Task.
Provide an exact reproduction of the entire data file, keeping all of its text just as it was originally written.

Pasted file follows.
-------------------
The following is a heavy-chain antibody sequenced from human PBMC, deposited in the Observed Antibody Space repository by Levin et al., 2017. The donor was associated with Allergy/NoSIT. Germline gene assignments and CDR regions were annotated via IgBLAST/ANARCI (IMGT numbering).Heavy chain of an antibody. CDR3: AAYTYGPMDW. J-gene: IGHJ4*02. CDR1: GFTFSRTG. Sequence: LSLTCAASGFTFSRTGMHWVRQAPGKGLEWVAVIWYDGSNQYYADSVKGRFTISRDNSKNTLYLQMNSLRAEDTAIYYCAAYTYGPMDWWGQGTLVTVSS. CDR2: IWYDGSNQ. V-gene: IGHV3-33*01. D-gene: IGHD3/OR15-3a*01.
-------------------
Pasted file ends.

The following is a heavy-chain antibody sequenced from human PBMC, deposited in the Observed Antibody Space repository by Levin et al., 2017. The donor was associated with Allergy/NoSIT. Germline gene assignments and CDR regions were annotated via IgBLAST/ANARCI (IMGT numbering).Heavy chain of an antibody. CDR3: AAYTYGPMDW. J-gene: IGHJ4*02. CDR1: GFTFSRTG. Sequence: LSLTCAASGFTFSRTGMHWVRQAPGKGLEWVAVIWYDGSNQYYADSVKGRFTISRDNSKNTLYLQMNSLRAEDTAIYYCAAYTYGPMDWWGQGTLVTVSS. CDR2: IWYDGSNQ. V-gene: IGHV3-33*01. D-gene: IGHD3/OR15-3a*01.